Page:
MUSIC MATTERS AT LAMLASH CHURCH HALL
By the Rev. Lily McKinnon
Research shows that people living with dementia (and their carers) can become isolated and disconnected from the outside world. This can lead to frustration, depression, and aggression. Being more active in participation with others in stimulating activities has an uplifting effect, calms people and enables a sense of well-being. These aspects of dementia care and interaction are often overlooked in dealing with the demanding day to day personal care. For some carers it is 24/7 and lack of sleep, and lack of socialising can have a detrimental effect on them and on the care they are able to provide at home.
Music Matters seeks to bridge the ever-growing gap in community life by bringing people out of their homes and care homes and into the world they once recognised – meeting old friends, making new friends, reminiscing and engaging in conversation, music and song. We also have an area for dancing and it is a joy to see people up on the floor re-living former days. This is often their only outlet for physical activity with others and the smiles and laughter say it all. Wives, husbands, sisters, brothers get their loved one “back” for a couple of hours.
Music Matters can offer support to those who attend but also raises community awareness of dementia. Here I am in Arran where I found a lack of dementia knowledge and understanding in some professionals as well as relatives of those caring for family members. There was also a need for a safe, welcoming place to spend time together enjoying things long since neglected…and so Music Matters was reborn here! All our volunteers are Dementia Friends and we trained them through Alzheimers Scotland.
Research and our own evidence shows that re-connecting with the outside world in positive ways helps deal with aggressive behaviour which can be very difficult for carers to manage. Many living with dementia lose the impetus for activity and sit about or stay in bed. One lady told us that she has great difficulty every day getting her husband up but when she tells him they are going to sing (at Music Matters) he canʼt wait to get dressed and get out. Being more active in one area leads to increasing activity in other areas of life – walking, gardening, hoovering! and much more. The more active people are, the less aggressive they become and this makes caring safer as well as healthier for everyone.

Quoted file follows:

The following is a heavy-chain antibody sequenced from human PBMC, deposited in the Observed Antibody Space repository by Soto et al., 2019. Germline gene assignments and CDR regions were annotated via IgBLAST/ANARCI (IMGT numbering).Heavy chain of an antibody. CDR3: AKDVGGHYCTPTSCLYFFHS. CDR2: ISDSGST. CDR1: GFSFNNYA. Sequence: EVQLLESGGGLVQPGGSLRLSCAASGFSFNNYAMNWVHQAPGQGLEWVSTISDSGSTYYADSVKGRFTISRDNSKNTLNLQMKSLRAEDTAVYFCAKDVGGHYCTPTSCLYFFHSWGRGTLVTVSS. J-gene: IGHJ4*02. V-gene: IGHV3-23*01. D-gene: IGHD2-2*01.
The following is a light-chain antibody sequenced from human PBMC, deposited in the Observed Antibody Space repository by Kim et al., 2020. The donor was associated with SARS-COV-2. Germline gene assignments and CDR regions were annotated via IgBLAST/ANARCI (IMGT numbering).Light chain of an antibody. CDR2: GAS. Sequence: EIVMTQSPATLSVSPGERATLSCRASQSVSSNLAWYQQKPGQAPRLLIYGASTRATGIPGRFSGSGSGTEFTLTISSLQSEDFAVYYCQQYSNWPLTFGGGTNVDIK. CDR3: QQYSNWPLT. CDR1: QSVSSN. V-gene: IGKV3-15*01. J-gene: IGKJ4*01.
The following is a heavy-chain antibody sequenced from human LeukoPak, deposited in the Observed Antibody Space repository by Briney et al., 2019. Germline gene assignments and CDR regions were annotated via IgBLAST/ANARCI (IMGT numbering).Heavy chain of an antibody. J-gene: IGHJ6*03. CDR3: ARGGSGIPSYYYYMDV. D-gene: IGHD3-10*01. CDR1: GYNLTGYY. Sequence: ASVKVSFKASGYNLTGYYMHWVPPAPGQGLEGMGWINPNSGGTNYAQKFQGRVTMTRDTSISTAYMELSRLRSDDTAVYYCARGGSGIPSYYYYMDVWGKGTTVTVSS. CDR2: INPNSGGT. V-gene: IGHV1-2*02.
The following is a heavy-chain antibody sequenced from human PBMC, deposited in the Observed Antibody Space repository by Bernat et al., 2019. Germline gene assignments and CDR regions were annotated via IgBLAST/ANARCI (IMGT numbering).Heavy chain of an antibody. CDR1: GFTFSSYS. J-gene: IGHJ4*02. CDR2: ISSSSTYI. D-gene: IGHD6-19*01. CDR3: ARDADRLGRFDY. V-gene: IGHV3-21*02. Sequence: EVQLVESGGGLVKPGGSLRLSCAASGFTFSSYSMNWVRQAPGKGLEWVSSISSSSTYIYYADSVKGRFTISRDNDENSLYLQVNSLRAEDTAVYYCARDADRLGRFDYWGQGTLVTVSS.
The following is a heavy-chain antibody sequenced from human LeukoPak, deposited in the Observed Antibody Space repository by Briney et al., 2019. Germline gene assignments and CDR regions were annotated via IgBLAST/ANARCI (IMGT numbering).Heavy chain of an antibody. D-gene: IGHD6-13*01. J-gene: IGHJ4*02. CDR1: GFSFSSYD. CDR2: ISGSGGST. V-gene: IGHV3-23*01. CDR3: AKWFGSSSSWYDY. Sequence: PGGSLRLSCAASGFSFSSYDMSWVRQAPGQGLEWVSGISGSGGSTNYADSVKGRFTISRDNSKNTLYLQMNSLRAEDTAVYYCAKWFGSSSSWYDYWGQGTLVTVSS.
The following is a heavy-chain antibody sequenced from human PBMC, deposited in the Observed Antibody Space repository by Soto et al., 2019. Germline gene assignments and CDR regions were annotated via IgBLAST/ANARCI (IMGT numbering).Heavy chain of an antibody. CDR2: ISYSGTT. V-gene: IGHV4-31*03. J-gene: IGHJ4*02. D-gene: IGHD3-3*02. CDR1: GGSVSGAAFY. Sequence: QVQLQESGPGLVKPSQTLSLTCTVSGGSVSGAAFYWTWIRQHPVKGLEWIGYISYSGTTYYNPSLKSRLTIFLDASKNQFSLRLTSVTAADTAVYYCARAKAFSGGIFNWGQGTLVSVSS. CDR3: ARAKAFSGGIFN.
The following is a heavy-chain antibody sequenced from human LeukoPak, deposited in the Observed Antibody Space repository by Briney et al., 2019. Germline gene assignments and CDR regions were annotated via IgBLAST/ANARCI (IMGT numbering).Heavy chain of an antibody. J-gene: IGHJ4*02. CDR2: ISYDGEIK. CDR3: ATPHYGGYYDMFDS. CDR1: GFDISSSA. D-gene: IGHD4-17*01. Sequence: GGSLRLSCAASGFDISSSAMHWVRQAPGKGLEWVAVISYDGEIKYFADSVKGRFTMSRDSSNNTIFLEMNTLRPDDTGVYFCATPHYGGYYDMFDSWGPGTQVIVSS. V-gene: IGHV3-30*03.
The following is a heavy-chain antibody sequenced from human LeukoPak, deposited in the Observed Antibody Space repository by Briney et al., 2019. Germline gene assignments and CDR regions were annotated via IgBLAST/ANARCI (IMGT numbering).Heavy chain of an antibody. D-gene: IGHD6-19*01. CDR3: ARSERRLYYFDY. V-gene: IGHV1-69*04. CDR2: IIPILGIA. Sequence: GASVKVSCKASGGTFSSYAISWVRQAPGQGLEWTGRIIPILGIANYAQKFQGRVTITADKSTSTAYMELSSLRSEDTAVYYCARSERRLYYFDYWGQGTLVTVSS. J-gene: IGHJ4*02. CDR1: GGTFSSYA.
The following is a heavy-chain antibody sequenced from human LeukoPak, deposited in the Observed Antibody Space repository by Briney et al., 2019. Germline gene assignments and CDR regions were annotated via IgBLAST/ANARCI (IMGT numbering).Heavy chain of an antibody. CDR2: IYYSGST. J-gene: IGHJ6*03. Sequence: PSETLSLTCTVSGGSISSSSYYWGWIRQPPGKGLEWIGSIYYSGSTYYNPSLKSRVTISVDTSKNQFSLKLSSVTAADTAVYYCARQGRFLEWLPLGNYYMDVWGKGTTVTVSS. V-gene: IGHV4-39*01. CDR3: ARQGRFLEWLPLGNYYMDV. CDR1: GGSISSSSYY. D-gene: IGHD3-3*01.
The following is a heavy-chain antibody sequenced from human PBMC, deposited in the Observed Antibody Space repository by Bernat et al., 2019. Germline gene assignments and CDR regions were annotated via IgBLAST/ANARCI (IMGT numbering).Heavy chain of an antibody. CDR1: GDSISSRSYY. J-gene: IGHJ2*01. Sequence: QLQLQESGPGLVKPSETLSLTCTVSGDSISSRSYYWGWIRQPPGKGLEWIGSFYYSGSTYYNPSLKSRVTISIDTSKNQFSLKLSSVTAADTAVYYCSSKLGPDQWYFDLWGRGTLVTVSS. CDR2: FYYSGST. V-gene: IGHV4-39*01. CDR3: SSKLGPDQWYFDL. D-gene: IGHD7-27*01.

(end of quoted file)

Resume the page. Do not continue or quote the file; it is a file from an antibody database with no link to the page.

Music Matters begins with a cuppa, home baking and a blether. Then we sing old favourites like ʻDaisy, Daisyʼ, Vera Lynn songs and hundreds more! The benefits are clear to see – joy, smiles, feet tapping, hands clapping – even soloists who are living with Dementia coming to the microphone and gladly singing their hearts out! One man in his eighties even sings in Gaelic but is not a Gaelic speaker. I have run these groups in previous churches and one lady saw her husband clap his hands in time to the music – she was sobbing – it was his first response to anything in 10 years!
People are living longer. Many of us want to live to a ripe old age but few of us want to grow old doing it! It is important in any branch of caring that we see the individual, see the PERSON. We need to remember that our elderly and those living with Dementia were young once – were lively, involved people with homes and work, and all sorts of interests. They have memories that may now be deeply hidden in the brain, but through music we can help revive some of these memories even if only for a short time until the next time!